Morocco still hasn’t caught on to recycling plastic waste and the result is, the fields and streets on the outskirts of the major towns are incredibly littered with plastic shopping bags – the type given freely at supermarkets and subsequently used as household rubbish bags. It’s a real eye opener, although I think I now know the cause: the rubbish is disposed of by the local councils by ploughing it into designated fields on the outskirts, of course the more the rubbish is ploughed in, the more the bags tear, lighten and come to the surface. Thousands of torn bags are then wind-borne and scattered to the four winds. They festoon fences, trees, shrubs and anything else that stops their flight. It’s a mess.

From Tetuan we caught a bus to Fez – we are spending a few days in each place reacquainting ourselves and discovering more about this wonderful country each time. In Fez we noticed a large gang of ragged urchins (street kids) in a down town park. In age they ranged from teens to what looked like 8 year olds. They looked hardened and tough, the girls too, as they milled about the square. Coincidentally, while in Tetuan, we went to a local cinema to see a good Moroccan film which was a story based around a gang of young, homeless street kids (much as ‘Salaam Bombay’ was), and which used local homeless children as its cast. It wasn’t necessary to understand the language to enjoy the film and follow its plot.

Boarding another bus we moved on, this time to Meknes. The bus stations in the larger towns are incredibly busy places. Dusty (you could say dirty) caverns chock full of smoking buses and clamourous crowds pushing and shoving each other and their bundles and baggage. Vendors squeeze and wriggle their way through with all sorts of odd goodies for sale. It’s a marvellous atmosphere. On leaving Meknes, we headed for Chefchaoun, a rural village high in the mountains. We had intended to stay there a few days, but upon arrival neither of us felt good about it, so, as one can when one is travelling like this, we simply rejoined our bus – the driver having a long coffee break – and bought fares to Larache.

Dammit, it’s difficult to remain aloof when a beggar (in this case a particularly good looking, ragged teen) repeatedly kisses your shoulder, while tugging at your sleeve, muttering over and over an unintelligible refrain in a hypnotic monotone. The more I tried to shrug him off, the more he kissed me. It’s a touching technique. But what the hell, I have a heart of stone. No es mi problema. Oh dear, oh dear. So many sad lives. So many ‘have nots’. I just didn’t want to give this time. He gave the impression he wanted a lot more than the few Dirhams I usually give, and not understanding his message, I chose to freeze him out – to regret it ever since. This was at the bus station in Larache. We were ‘captives’ while awaiting our bus. It was heart rending, but this is their daily routine. Sad.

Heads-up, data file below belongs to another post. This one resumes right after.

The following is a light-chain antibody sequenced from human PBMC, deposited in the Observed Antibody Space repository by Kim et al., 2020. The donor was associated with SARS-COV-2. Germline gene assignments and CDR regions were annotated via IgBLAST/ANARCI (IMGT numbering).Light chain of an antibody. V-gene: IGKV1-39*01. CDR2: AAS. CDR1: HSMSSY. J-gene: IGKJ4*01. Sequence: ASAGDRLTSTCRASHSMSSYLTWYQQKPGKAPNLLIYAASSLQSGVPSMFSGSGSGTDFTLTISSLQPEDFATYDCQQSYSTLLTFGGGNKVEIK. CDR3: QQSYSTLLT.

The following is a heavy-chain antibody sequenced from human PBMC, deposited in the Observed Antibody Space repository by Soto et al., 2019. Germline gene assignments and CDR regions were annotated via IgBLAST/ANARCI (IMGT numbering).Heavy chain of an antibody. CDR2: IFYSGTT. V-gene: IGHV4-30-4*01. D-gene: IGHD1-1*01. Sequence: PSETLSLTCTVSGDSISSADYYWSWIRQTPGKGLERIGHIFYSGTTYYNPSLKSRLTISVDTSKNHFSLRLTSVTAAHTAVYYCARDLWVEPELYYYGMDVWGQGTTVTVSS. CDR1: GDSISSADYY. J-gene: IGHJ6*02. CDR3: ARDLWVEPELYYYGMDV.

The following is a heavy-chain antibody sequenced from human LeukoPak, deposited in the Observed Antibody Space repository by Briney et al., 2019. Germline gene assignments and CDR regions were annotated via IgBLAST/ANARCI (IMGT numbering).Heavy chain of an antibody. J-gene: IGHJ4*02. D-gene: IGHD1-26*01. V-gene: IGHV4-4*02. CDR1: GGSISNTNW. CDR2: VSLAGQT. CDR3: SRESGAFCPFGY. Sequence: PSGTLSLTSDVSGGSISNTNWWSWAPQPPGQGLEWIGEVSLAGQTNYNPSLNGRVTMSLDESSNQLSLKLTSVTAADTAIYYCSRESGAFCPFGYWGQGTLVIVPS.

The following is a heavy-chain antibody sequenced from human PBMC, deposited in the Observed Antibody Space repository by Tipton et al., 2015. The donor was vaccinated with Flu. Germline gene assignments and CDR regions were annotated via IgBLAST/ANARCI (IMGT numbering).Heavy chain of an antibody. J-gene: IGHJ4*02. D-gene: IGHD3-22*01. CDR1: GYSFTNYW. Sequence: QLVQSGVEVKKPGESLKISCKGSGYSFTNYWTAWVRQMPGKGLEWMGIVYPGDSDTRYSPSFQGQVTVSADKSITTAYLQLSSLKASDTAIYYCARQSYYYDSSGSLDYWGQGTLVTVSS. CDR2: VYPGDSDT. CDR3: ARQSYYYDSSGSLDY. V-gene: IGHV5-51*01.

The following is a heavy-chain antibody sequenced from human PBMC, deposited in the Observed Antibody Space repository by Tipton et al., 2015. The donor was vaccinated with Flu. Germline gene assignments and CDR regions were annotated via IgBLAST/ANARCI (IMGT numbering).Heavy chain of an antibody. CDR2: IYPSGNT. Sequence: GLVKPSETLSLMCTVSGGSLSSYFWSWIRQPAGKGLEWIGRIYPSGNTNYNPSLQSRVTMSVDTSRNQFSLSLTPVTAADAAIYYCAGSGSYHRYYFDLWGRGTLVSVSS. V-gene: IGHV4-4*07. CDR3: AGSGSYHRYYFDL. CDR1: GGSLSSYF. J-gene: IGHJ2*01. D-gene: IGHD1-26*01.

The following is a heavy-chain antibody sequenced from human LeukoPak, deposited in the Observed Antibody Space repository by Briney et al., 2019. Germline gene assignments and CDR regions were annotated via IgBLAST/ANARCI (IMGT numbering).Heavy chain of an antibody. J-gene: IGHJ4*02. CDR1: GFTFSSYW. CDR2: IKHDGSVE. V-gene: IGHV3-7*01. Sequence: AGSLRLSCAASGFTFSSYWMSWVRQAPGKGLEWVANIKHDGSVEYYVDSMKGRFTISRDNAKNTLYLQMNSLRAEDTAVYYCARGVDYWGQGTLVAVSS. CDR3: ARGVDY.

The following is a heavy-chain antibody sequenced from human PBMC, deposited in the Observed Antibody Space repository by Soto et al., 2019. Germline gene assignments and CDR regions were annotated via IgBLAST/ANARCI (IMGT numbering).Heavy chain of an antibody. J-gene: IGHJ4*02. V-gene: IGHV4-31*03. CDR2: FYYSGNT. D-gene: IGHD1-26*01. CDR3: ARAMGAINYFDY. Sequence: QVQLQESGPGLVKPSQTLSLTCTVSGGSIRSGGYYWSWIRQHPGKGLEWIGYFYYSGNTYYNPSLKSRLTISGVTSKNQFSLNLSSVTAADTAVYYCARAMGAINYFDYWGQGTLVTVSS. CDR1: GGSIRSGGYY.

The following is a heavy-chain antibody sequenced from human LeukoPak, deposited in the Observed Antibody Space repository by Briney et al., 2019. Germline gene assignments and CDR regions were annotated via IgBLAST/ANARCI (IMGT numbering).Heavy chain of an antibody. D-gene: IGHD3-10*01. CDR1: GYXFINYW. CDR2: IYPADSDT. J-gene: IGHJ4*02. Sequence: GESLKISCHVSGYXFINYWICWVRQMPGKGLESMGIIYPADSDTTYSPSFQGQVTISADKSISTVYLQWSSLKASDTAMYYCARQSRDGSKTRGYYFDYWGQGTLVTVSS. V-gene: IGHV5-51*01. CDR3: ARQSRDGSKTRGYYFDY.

In one day, we caught a crowded bus from Larache to Tetuan, another crowded bus from Tetuan to Castel Vieja, then a taxi to the frontier at Bab Sebta. After we cleared customs at the frontier, we took another taxi to the port, and then a ferry to Algeciras in Spain. Finally, we caught a bus from Algeciras to La Línea. A long day.

We miss Morocco. It is poor, dirty and muddy: but we love the people and the food. In the morning we would have a sweet, unleavened flat bread, similar in appearance to the Indian chapati, with a glass of fresh, sweet yoghurt. As in India, hard boiled eggs too are sold as snacks. The very sweet and flavoursome mint tea was our main beverage, foregoing alcohol for the duration. Although a Muslim country, bars serving alcohol are to be found in the larger towns and cities, although they didn’t appear to be very popular. For lunch or dinner we’d start off with their delicious soup called Harira, made from a meat stock base, with tomatoes, chick peas, short noodles and herbs. It is very nourishing. This we would eat with fresh crispy Moroccan or French bread. This time around we didn’t have their Tajine, a very filling, vegetable or meat stew served on cous cous. In Larache, we feasted on their fresh seafood: calamare a la plancha with a tomato/olive based sauce – fresh and absolutely delicious: and other local fish dishes. Ramadan, a month in the Islamic calendar during which Muslims fast each and every day, started while we were there, and restaurants, cafés and tea salons don’t open until at least 5pm every day. It does make it difficult for the foreigner, but we had planned to  return to Spain then anyway.

Life At The Border